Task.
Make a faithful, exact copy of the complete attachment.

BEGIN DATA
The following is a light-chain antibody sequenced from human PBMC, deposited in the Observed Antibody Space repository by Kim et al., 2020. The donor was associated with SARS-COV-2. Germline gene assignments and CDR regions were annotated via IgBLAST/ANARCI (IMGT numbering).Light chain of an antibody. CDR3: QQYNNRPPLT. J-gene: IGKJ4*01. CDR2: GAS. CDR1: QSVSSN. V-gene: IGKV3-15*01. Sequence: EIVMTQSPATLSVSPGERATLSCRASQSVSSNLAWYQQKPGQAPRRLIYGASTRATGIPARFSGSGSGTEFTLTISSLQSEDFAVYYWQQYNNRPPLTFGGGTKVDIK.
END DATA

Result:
The following is a light-chain antibody sequenced from human PBMC, deposited in the Observed Antibody Space repository by Kim et al., 2020. The donor was associated with SARS-COV-2. Germline gene assignments and CDR regions were annotated via IgBLAST/ANARCI (IMGT numbering).Light chain of an antibody. CDR3: QQYNNRPPLT. J-gene: IGKJ4*01. CDR2: GAS. CDR1: QSVSSN. V-gene: IGKV3-15*01. Sequence: EIVMTQSPATLSVSPGERATLSCRASQSVSSNLAWYQQKPGQAPRRLIYGASTRATGIPARFSGSGSGTEFTLTISSLQSEDFAVYYWQQYNNRPPLTFGGGTKVDIK.